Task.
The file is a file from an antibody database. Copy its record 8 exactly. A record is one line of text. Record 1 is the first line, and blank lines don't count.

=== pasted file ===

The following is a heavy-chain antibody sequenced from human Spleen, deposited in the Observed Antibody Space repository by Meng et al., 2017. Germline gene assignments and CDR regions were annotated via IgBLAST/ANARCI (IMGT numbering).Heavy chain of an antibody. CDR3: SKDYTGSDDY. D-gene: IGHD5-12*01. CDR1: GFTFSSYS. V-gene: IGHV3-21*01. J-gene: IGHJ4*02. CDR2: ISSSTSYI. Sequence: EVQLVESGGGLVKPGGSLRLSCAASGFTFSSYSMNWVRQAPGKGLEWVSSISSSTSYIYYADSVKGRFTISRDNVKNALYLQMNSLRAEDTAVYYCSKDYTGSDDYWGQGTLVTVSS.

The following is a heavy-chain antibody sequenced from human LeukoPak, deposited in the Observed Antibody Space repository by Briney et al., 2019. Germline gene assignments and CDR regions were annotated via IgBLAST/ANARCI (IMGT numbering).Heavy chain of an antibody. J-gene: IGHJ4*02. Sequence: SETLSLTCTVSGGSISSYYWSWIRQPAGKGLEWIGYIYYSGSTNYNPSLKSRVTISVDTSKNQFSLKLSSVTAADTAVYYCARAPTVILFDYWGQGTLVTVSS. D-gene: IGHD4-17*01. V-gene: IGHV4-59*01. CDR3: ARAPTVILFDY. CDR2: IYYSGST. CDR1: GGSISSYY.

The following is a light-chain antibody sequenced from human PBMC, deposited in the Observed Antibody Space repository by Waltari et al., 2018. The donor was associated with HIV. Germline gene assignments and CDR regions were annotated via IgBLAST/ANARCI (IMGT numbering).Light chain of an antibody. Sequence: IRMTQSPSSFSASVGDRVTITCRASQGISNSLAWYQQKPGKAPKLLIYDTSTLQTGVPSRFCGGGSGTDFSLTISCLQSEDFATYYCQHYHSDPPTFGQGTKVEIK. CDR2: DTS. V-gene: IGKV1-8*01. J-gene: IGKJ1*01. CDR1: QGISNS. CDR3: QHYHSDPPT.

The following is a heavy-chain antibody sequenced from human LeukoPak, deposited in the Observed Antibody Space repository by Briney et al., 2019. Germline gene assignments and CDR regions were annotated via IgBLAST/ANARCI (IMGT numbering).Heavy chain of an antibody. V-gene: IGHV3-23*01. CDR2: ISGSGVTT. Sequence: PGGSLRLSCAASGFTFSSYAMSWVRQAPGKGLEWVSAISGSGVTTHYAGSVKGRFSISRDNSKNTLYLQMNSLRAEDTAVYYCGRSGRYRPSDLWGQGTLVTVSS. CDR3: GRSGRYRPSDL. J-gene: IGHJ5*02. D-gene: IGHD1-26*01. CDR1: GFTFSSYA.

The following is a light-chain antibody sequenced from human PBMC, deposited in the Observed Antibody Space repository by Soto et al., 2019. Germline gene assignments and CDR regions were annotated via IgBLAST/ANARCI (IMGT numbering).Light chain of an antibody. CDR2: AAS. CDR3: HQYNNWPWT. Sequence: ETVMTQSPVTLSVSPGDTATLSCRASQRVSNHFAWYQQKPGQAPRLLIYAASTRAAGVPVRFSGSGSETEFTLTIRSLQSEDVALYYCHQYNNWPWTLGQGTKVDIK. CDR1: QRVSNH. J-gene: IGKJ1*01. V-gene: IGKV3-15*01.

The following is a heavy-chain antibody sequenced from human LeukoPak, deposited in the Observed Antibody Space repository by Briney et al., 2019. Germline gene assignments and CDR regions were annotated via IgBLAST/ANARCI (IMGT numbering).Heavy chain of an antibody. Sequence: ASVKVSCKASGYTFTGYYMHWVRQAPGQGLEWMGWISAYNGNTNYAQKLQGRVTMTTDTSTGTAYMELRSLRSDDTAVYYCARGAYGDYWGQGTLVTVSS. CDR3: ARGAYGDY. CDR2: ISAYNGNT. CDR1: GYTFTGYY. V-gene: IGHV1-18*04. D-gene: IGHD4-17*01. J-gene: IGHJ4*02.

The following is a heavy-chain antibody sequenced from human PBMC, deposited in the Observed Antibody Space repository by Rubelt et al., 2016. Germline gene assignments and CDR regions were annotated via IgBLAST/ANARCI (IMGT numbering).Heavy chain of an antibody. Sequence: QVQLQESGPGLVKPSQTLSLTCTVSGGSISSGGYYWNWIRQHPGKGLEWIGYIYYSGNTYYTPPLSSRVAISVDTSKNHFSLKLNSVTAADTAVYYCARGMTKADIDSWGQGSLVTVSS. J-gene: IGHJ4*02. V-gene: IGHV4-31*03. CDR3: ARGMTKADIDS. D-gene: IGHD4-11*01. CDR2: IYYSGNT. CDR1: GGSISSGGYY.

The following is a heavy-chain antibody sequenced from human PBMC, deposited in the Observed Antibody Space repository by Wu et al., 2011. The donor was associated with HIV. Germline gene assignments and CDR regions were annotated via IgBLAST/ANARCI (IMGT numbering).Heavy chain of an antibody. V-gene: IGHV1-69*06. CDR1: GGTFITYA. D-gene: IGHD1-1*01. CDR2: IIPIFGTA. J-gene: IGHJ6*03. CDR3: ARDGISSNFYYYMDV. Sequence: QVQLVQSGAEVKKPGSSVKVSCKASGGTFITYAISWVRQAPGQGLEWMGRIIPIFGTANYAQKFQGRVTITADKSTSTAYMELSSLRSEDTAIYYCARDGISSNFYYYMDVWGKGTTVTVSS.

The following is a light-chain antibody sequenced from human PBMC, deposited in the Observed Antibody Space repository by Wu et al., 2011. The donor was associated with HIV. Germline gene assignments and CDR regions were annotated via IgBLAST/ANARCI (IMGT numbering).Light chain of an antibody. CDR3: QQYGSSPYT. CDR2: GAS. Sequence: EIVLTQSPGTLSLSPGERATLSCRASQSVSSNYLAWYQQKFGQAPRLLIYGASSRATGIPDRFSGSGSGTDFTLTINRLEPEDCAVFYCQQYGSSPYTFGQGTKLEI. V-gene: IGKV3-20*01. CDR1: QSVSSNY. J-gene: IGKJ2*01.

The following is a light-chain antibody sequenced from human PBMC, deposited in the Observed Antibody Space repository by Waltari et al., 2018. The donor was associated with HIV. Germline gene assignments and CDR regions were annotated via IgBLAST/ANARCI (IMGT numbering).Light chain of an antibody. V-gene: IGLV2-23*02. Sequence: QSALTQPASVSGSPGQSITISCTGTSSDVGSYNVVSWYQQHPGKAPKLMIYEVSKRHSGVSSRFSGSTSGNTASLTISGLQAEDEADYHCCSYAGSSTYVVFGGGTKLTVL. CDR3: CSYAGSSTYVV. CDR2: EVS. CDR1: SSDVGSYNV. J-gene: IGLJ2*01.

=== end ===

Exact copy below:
The following is a heavy-chain antibody sequenced from human PBMC, deposited in the Observed Antibody Space repository by Wu et al., 2011. The donor was associated with HIV. Germline gene assignments and CDR regions were annotated via IgBLAST/ANARCI (IMGT numbering).Heavy chain of an antibody. V-gene: IGHV1-69*06. CDR1: GGTFITYA. D-gene: IGHD1-1*01. CDR2: IIPIFGTA. J-gene: IGHJ6*03. CDR3: ARDGISSNFYYYMDV. Sequence: QVQLVQSGAEVKKPGSSVKVSCKASGGTFITYAISWVRQAPGQGLEWMGRIIPIFGTANYAQKFQGRVTITADKSTSTAYMELSSLRSEDTAIYYCARDGISSNFYYYMDVWGKGTTVTVSS.